Chinese food. The first dish is brought in, but what is this first
dish? . . ."
"Firewood. . . ."
He turned his head with a start, to see the mistress of his own
family standing on his left, her two gloomy eyes fastened on his face.
"What?" He spoke rather indignantly, feeling that her coming
disturbed his work.
"The firewood is all used up, so today I have bought some more.
Last time it was still two hundred and forty cash for ten catties, but
today he wants two hundred and sixty. Suppose I give him two hundred
"All right, two hundred and fifty, let it be."
"He has weighed it very unfairly. He insists that there are
twenty-four and a half catties, but suppose I count it as twentythree
and a half?"
"All right. Count it as twenty-three and a half catties."
"Then, five fives are twenty-five, three fives are fifteen. . . . ."
"Oh, five fives are twenty-five, three fives are fifteen. . . ." He
could get no further either, but after stopping for a moment suddenly
took up his pen and started working out a sum on the lined paper on
which he had written "A Happy Family." After working at it for some
time he raised his head to say:
"Five hundred and eighty cash."
"In that case I haven't enough here; I am still eighty or ninety
short. . . . ."
He pulled open the drawer of the desk, took out all the money in
it—somewhere between twenty and thirty coppers—and put it in her
outstretched hand. Then he watched her go out, and finally turned
back to the desk. His head seemed to be bursting as if filled to the
brim with sharp faggots. Five fives are twenty-five—scattered Arabic
numerals were still imprinted on his brain. He gave a long sigh and
breathed out again deeply, as if by this means he might expel the
firewood, the "five fives are twenty-five," and the Arabic numerals
which had stuck in his head. Sure enough after breathing out his heart
seemed much lighter, whereupon he started thinking vaguely again:
"What dish? It doesn't matter, so long as it is something out of
the way. Fried pork or prawns' roe and sea-slugs are really too
common. I must have them eating 'Dragon and Tiger.' But what is that
exactly? Some people say it's made of snakes and cats, and is an
upper-class Cantonese dish, only eaten at big feasts. I've seen the
name on the menu in a Kiangsu restaurant; still, Kiangsu people aren't
supposed to eat snakes or cats, so it must be made, as someone else
said, of frogs and eels. Now what part of the country shall this
couple he from? Never mind. After all, people from any part of the
country can eat a dish of snake and car (or frog and eel), without
injuring their Happy Family. At any rate, this first dish is to be
'Dragon and Tiger'; there can be no question about that.
"Now that this bowl of 'Dragon and Tiger' is placed in the middle
of the table, they take up their chopsticks simultaneously, point to
the dish, smile sweetly at each other and say, in a foreign tongue:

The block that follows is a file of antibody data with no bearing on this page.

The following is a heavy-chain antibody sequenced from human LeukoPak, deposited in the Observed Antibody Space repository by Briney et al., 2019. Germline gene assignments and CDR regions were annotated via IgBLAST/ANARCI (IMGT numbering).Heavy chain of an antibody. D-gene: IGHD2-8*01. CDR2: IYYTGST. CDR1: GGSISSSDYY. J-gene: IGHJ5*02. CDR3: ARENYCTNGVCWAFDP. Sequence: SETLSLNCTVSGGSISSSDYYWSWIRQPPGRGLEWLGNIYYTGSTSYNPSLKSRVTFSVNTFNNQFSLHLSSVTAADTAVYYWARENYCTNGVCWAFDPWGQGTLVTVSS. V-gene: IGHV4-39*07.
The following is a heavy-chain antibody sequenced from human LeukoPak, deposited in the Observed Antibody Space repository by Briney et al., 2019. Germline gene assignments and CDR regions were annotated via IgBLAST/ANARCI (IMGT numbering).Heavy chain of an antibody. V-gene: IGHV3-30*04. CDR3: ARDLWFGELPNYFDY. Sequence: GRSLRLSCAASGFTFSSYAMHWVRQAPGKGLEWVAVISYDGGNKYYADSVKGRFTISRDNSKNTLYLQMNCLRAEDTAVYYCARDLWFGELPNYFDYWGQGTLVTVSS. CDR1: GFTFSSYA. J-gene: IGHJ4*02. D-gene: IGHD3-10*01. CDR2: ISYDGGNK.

"'Chérie, s'il vous plait!'
"'Voulez-vous commencer, chéri!'
"'Mais non, après vous!'
"Then they lift their chopsticks simultaneously, and simultaneously
take a morsel of snake—no, no, snake's flesh really sounds too
peculiar; it would be better after all to say a morsel of eel. It is
settled then that 'Dragon and Tiger' is made of frogs and eels. They
pick out two morsels of eel simultaneously, exactly the same size.
Five fives are twenty-five, three fives. . . . Never mind. And
simultaneously put them in their mouths. . . . Against his will he
wanted to turn round, because he was conscious of a good deal of
excitement behind him, and considerable coming and going. Nevertheless
he persevered, and pursued his train of thought distractedly:
"This seems rather sentimental; no family would behave like this.
Whatever makes me so woolly-minded? I'm afraid this good subject will
never be written up. . . . Or perhaps there is no need for them to be
returned students; people who have received higher education in China
would do just as well. They are both university graduates, the
cultured élite, the élite . . . . The man is a writer; the woman is
also a writer, or else a lover of literature. Or else the woman is a
poetess; the man is a lover of poetry, a respecter of womanhood. Or
Finally he could contain himself no longer, and turned round.
Beside the bookcase behind him appeared a mound of cabbages, three
at the bottom, two above, and one at the top, confronting him like a
large letter A.
"Oh!" He started and gave a sigh, feeling his cheeks burn, while
prickles ran up and down his spine. "Ah!" He took a very deep breath
to get rid of the prickly feeling in his spine, then went on thinking:
"The house of the Happy Family must have plenty of rooms. There is a
store-room where things like cabbages are put. The master's study is
apart, its walls lined with bookshelves; there are naturally no
cabbages there. The shelves are filled with Chinese books and foreign
books, including of course An Ideal Husband—two copies
altogether. There is a separate bedroom, a brass bedstead, or
something simpler like one of the elmwood beds made by the convicts of
Number One Prison would do equally well. It is very clean beneath the
bed. . . ." He glanced beneath his own bed. The firewood had all been